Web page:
Kinsolving curiously fails to mention that President Bush held just 17 press conferences during his first term -- roughly just four a year. Does Kinsolving find this an acceptable number? We don't recall him complaining about it previously, let alone expressing his fear that Bush would "transfer the White House pressroom out of 1600 Pennsylvania Avenue" as a next step.
Finkelstein Smears Edwards As 'Silky' Topic: NewsBusters
At NewsBusters, casual slurs of Democrats and liberals are normally limited to the commenters. So why is contributing editor Mark Finkelstein tossing them about?
Finkelstein headlined a Jan. 6 post "Silky Won't Pony Up on Populist Flip-Flop" -- "silky" being a commonconservativeslur of Edwards. This was followed up with a Jan. 8 post headlined "Mika: Silky's Turn to Cry?" (The hed was changed shortly thereafter to read "Mika: Edwards's Turn to Cry?" but the post's URL carries the original.) Finkelstein also throws in a reference to "the Breckster."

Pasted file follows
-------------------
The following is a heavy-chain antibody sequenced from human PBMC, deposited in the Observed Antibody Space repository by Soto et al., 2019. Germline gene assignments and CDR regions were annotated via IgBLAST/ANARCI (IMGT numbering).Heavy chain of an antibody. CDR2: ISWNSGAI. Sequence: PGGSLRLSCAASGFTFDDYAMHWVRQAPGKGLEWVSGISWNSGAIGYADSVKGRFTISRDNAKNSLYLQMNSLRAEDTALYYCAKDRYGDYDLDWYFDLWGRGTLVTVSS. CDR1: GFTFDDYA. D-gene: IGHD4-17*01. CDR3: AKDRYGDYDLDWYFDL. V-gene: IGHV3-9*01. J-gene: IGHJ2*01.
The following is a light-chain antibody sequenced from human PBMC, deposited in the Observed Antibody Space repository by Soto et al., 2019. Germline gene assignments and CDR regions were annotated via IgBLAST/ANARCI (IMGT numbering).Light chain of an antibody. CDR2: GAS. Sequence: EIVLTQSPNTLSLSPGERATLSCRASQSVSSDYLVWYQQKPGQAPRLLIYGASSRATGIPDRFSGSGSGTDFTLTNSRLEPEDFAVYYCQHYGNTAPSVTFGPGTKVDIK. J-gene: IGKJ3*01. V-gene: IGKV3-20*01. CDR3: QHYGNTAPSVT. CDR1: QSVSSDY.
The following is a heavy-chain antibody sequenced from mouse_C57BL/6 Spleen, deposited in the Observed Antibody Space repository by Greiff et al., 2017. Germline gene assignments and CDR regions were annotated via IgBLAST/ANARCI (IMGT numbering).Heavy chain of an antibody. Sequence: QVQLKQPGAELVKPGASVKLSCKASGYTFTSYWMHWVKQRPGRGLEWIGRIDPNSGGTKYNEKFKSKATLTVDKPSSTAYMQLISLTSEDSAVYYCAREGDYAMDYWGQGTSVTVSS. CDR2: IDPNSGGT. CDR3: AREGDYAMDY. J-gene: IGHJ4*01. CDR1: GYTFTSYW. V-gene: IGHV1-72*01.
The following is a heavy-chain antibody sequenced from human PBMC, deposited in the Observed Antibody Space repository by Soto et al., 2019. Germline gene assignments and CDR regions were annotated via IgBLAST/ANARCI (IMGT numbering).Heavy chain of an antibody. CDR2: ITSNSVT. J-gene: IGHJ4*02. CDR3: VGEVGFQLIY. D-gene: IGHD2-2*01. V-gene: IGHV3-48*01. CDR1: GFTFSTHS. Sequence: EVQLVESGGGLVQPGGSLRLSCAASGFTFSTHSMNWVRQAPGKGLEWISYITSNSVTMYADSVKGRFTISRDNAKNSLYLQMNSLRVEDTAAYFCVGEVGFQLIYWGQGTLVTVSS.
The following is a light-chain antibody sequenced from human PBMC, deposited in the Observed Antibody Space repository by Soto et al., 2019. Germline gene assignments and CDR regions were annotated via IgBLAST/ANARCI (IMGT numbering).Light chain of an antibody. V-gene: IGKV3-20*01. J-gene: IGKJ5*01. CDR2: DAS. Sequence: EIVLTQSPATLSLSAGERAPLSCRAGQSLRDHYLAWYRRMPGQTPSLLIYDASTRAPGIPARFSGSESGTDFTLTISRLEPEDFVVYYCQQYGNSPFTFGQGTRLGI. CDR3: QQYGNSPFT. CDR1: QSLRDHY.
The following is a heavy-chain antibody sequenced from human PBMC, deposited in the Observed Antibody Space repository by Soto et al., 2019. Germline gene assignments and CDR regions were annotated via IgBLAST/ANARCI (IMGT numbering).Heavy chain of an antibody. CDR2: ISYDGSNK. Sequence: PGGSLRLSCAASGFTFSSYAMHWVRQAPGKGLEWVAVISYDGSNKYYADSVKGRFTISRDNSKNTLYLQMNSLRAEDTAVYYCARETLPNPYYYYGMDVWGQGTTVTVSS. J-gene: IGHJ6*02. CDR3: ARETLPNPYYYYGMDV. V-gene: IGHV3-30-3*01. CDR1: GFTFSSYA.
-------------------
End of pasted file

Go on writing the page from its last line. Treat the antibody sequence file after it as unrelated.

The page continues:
We expect that kind of stuff coming from your usual garden-variety conservative bloggers, but NewsBusters is a de facto mouthpiece of the multimillion-dollar Media Research Center -- indeed, we know of no disclaimer separating the opinions of MRC writers (other than NewsBusters commenters) from that of the MRC itself. Shouldn't it have somewhat higher standards?
Noel's Terrible, Horrible, No Good, Very Bad Day Topic: NewsBusters
Noel Sheppard must've been in a bad mood Monday, because he let loose with a couple of cranky NewsBusters posts.